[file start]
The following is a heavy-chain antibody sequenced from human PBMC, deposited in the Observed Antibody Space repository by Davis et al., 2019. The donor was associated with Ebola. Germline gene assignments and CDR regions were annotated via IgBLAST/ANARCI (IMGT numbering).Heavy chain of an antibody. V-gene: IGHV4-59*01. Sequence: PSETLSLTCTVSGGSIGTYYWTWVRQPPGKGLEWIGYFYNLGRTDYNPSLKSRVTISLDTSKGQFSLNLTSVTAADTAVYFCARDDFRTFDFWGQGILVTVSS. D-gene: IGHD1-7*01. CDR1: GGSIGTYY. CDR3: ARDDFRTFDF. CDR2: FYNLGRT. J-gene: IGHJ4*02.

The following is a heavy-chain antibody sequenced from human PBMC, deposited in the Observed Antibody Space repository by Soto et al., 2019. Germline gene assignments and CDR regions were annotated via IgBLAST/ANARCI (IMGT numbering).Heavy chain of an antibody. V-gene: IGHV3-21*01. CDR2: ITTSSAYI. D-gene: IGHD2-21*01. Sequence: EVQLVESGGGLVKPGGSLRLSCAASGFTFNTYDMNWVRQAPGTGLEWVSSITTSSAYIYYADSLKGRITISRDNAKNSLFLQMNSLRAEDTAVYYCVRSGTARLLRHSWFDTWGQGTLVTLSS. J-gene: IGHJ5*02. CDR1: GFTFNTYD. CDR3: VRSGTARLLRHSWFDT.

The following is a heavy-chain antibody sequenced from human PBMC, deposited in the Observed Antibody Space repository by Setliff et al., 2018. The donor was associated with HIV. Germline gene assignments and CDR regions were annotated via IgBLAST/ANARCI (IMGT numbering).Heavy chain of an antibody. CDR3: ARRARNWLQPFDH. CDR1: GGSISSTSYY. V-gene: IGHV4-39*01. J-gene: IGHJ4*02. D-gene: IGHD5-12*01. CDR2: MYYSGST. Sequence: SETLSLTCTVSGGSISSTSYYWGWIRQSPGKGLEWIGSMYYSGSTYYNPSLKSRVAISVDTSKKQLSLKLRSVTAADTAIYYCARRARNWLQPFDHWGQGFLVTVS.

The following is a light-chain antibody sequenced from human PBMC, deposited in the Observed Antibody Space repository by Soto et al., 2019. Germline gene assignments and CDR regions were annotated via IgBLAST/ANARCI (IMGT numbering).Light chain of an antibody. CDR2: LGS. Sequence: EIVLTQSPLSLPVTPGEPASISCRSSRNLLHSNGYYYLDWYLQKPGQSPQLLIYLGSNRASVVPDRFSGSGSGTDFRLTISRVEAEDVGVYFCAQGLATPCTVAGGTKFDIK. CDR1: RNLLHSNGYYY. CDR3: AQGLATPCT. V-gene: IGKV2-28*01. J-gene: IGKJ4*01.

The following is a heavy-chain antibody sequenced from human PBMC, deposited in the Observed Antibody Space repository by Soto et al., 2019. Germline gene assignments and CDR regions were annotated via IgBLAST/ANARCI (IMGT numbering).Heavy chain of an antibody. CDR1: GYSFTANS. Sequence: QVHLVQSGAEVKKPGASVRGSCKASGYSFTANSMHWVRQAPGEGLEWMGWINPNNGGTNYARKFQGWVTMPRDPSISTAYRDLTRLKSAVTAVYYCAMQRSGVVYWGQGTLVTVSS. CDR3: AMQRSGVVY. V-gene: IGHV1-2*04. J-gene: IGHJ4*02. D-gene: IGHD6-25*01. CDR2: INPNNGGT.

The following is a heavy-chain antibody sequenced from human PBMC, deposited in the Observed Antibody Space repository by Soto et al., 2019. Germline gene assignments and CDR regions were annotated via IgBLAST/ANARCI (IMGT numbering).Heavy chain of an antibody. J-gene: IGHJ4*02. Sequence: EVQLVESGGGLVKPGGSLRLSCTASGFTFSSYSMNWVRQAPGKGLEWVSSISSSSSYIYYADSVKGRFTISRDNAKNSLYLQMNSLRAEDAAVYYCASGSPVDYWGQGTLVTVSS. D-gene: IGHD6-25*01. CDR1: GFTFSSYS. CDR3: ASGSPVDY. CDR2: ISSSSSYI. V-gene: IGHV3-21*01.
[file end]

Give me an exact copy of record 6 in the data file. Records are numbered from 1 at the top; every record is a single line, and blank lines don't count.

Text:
The following is a heavy-chain antibody sequenced from human PBMC, deposited in the Observed Antibody Space repository by Soto et al., 2019. Germline gene assignments and CDR regions were annotated via IgBLAST/ANARCI (IMGT numbering).Heavy chain of an antibody. J-gene: IGHJ4*02. Sequence: EVQLVESGGGLVKPGGSLRLSCTASGFTFSSYSMNWVRQAPGKGLEWVSSISSSSSYIYYADSVKGRFTISRDNAKNSLYLQMNSLRAEDAAVYYCASGSPVDYWGQGTLVTVSS. D-gene: IGHD6-25*01. CDR1: GFTFSSYS. CDR3: ASGSPVDY. CDR2: ISSSSSYI. V-gene: IGHV3-21*01.